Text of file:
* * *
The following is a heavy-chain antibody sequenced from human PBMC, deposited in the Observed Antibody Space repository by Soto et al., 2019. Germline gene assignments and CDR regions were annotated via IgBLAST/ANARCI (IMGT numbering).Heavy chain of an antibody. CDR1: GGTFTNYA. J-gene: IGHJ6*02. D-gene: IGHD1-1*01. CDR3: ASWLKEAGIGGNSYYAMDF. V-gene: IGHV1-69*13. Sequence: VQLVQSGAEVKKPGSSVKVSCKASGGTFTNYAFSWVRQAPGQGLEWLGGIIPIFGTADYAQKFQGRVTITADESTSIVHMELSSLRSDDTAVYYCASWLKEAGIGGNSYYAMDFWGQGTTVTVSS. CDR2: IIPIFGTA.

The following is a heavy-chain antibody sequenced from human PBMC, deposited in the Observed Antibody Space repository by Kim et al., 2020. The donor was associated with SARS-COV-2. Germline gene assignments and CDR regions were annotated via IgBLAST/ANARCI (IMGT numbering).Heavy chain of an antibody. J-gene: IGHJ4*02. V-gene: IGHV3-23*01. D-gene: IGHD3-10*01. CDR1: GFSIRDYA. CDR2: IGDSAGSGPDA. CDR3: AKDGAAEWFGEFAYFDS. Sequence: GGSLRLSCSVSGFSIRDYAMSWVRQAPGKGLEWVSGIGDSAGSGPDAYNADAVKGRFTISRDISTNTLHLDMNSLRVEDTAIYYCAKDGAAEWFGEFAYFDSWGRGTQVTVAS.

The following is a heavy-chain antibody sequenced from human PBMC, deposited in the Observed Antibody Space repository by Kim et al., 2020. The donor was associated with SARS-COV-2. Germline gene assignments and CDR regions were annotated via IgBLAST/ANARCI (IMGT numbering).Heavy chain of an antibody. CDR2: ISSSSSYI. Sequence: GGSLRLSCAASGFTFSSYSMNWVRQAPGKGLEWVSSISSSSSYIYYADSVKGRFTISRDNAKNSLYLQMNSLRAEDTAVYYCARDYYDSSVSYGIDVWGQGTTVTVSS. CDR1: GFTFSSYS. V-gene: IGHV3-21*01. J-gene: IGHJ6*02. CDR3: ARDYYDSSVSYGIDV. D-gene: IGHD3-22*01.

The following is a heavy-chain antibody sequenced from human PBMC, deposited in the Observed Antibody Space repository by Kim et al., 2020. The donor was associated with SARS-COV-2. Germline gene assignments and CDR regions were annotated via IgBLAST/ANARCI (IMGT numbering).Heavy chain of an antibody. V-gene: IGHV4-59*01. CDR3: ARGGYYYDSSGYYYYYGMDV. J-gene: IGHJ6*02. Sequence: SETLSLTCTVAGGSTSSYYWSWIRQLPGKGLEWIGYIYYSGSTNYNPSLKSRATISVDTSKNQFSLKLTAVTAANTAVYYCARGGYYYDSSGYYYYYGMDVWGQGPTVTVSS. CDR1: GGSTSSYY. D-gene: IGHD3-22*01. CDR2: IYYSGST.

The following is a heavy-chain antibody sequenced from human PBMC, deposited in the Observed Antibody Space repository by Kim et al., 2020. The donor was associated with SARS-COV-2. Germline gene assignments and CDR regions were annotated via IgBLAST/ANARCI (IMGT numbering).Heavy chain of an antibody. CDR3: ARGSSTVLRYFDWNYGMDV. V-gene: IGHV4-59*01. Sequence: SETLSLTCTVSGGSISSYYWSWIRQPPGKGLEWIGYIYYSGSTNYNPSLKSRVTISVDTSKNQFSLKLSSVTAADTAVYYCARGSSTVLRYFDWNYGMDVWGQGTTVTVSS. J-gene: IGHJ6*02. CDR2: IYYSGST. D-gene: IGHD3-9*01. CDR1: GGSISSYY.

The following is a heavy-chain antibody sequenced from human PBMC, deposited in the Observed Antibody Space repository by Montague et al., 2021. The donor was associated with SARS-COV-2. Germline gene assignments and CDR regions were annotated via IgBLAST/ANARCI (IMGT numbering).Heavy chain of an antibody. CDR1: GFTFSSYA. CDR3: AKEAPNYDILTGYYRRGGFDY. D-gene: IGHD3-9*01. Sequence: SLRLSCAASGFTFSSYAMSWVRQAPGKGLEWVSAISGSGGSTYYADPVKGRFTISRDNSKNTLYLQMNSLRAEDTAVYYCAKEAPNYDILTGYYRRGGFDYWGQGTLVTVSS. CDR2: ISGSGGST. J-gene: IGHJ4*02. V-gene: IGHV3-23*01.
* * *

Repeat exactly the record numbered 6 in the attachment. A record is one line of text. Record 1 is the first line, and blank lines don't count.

The following is a heavy-chain antibody sequenced from human PBMC, deposited in the Observed Antibody Space repository by Montague et al., 2021. The donor was associated with SARS-COV-2. Germline gene assignments and CDR regions were annotated via IgBLAST/ANARCI (IMGT numbering).Heavy chain of an antibody. CDR1: GFTFSSYA. CDR3: AKEAPNYDILTGYYRRGGFDY. D-gene: IGHD3-9*01. Sequence: SLRLSCAASGFTFSSYAMSWVRQAPGKGLEWVSAISGSGGSTYYADPVKGRFTISRDNSKNTLYLQMNSLRAEDTAVYYCAKEAPNYDILTGYYRRGGFDYWGQGTLVTVSS. CDR2: ISGSGGST. J-gene: IGHJ4*02. V-gene: IGHV3-23*01.